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I was born in Los Angeles in 1995, and California has been my home ever since. I’ve always felt a lot of pride in claiming my roots here. I was born into a society of diverse, open-minded individuals, and I was brought up to be someone who empathizes with many different kinds of people.

My parents were not born in the U.S. They were born in El Salvador. They migrated individually to California when they were in their teens. It is because of them that I am here, attending UC Irvine, working toward a better life for both my parents and my future children.
When I think of what it means to find sanctuary, I think of safety. I think of what my parents must’ve yearned for growing up in a country torn by war, where the sounds of bullets were as common sounds of birds chirping in the morning, or where the sight of dead bodies lying on the side of a road was as common as it is for me see the succulents that adorn the streets of Southern California.

Ironically, those who are against so-called “Sanctuary Cities” in the U.S. and, in particular, here in Orange County, also speak of concerns for public safety. It’s as if those who seek sanctuary cities and those who oppose them are looking for the same thing at the end of the day. Everyone just wants to feel safe.

It’s too easy to call someone racist. Sometimes I feel like Orange County, a world that still feels very foreign to me (and that sometimes makes me forget I’m still only 45 minutes away from my parents’ home) maybe isn’t racist. Maybe it’s not my skin tone, the way my body is shaped, the way I speak Spanish or the foods I eat. Maybe it’s not because people like me aren’t white Americans but brown Latin Americans with Native American roots. Maybe it’s not even because many of us are poor. I don’t think Orange County suffers from racism; I think they suffer from amnesia.

I think that they forgot about the ‘80s, when Ronald Reagan was president, and his administration funded the Salvadoran Civil War. What started off as pleasant and student-led protests culminated in a full-blown war when Oscar Romero, a well-known priest who spoke in favor of the poor and marginalized, was gunned down during mass. Romero had spoken against the repressive tactics of the Salvadoran government, known for silencing protests through the use of death squads. Thirty one people were massacred during Romero’s funeral.

The U.S. established the School of the Americas (a military training institution funded by U.S. taxpayers), where allies throughout Latin America, or in this case, Salvadoran soldiers, were strategically taught how to torture and murder their own people in the name of counterinsurgency. The man who assassinated Romero, Roberto D’Aubuisson, was trained at the School of the Americas.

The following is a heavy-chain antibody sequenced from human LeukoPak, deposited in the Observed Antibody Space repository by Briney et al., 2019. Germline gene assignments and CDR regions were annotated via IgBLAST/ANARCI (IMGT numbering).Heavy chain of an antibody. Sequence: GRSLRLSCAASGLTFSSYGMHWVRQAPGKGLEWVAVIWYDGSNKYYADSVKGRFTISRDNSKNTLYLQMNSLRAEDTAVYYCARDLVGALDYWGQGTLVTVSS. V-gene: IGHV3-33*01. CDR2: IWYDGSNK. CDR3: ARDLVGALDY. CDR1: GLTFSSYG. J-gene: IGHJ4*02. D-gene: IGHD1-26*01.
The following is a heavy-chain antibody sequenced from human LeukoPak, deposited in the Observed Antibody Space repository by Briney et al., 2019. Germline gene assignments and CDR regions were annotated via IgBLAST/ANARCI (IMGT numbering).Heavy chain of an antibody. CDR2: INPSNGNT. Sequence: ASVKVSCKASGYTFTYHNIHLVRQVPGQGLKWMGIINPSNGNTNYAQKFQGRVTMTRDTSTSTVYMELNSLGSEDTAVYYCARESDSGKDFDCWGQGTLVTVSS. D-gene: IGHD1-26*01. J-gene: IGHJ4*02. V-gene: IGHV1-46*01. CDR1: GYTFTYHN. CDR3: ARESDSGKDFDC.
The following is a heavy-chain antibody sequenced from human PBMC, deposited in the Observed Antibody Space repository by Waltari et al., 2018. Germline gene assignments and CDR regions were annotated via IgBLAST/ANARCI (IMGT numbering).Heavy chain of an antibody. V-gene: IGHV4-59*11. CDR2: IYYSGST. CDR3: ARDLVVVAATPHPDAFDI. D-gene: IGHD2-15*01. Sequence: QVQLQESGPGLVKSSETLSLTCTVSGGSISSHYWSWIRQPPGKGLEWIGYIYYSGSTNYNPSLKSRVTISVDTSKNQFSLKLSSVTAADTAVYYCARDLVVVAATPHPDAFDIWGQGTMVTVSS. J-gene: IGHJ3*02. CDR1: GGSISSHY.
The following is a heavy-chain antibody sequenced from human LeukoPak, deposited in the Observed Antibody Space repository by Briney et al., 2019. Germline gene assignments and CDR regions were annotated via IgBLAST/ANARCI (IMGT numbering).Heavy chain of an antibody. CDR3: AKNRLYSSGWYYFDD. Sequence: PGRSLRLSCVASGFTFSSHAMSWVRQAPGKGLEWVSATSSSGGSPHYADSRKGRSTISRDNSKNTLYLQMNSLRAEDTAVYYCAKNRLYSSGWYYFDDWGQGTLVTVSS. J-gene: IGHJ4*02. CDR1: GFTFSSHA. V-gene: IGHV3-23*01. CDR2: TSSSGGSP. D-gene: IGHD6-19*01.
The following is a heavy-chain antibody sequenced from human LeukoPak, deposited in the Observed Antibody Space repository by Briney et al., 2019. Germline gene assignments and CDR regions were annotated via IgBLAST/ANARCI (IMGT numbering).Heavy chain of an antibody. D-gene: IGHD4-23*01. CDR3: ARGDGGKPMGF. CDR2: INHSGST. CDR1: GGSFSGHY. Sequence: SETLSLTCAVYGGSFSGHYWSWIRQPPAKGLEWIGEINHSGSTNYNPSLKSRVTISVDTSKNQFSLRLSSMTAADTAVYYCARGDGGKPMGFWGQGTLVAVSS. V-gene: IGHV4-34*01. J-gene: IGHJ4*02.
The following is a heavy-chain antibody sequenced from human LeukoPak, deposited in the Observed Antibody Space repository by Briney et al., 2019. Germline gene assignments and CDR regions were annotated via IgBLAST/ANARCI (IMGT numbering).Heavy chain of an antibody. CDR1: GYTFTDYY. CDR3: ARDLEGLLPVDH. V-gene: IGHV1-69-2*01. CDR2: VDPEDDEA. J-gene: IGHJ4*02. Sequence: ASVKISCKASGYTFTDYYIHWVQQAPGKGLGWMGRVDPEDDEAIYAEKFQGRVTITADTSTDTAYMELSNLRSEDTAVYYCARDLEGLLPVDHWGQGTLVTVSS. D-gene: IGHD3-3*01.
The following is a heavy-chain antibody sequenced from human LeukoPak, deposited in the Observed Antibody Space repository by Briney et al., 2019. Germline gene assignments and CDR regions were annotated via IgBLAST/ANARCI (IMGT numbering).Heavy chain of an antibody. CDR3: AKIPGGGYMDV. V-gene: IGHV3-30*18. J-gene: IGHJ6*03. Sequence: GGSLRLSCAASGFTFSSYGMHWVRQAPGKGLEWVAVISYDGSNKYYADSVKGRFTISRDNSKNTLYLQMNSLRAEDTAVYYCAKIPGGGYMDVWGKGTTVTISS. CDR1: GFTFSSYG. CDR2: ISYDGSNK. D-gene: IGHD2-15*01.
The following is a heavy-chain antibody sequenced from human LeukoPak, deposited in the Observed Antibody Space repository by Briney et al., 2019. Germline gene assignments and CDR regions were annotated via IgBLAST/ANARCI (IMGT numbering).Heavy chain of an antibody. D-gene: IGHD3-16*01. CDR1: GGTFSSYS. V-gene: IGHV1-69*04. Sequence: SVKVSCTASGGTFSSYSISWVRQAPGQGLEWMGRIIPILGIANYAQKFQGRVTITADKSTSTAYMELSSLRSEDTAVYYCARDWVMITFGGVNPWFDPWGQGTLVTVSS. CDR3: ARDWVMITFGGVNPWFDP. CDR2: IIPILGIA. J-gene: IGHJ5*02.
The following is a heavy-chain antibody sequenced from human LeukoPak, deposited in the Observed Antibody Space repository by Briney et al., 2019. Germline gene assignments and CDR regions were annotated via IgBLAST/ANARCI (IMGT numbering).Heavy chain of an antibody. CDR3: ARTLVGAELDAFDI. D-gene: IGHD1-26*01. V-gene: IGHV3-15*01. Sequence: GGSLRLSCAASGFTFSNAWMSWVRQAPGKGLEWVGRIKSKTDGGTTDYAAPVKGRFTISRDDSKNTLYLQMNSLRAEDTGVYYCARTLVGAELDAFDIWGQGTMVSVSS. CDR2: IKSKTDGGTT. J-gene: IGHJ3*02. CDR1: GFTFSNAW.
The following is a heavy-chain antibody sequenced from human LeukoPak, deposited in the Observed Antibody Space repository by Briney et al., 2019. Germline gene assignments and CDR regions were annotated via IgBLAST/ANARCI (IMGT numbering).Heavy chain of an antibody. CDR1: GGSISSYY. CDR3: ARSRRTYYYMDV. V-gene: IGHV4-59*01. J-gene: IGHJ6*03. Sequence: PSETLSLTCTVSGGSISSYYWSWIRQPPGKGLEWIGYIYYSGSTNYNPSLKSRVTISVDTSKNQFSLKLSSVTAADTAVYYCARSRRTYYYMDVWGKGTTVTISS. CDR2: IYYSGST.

The United States provided large amounts of military aid during the war that lasted between 1980 and 1992. Roughly 75,000 people died, most of who were innocent civilians, and many others disappeared.

Not surprisingly, thousands upon thousands of Salvadorans fled their homes and sought refuge in neighboring countries, including Mexico. Many fled towards the U.S., where they had family members and support networks. My parents were in this group. My mother was 18, and my father was 15. My father was told he would have to join a death squad or be killed. He left to Los Angeles soon after. My mother was smuggled through various coyotes, people who are paid to bring immigrants to the U.S., and deported multiple times in Mexico. They arrived to Los Angeles eventually. And long story short, here I am.

But my parents were lucky. They had family members who had been living in the U.S. for some time and could sponsor them. They were able to gain some legality rather quickly. Others were not.
When Salvadoran refugees applied for asylum, the United States denied them on the basis that they were economic migrants and not refugees. This was America’s way of denying explicit involvement in the Salvadoran Civil War. If they had granted asylum to the waves of Salvadoran refugees, then it meant that the U.S. had certainly engaged in human rights violations.
The U.N. found that the Salvadoran state had committed 85 percent of civilian killings, which primarily happened in rural areas, regions where most of the refugees came from.

As a response to this injustice, San Francisco led the way in protests against the federal government. They decided to call themselves a sanctuary city after they passed an ordinance stating they would not cooperate with federal immigration officers in detaining Salvadoran and Guatemalan refugees. The people at the forefront of this cause were Central American activists and church leaders, such as those who joined the East Bay Sanctuary Covenant in Berkeley and Father Luis Olivares in Los Angeles. Just as it had been in El Salvador, the campaign to provide safety for the poor and marginalized was not only a political one but a religious one, in which over 500 congregations from various denominations were involved. It was a cause rooted in compassion, the understanding that my need for safety is just as important as yours.

Orange County, when did you forget all of this? Why does the word “sanctuary” now boil your blood? Is it because safety is only your concern when it applies to white Americans, or is it because you forgot that I am your neighbor, too, and just maybe, our safety is connected?

Lilibeth Esmeralda García is a third-year literary journalism major. She can be reached at lilibeeg@uci.edu.

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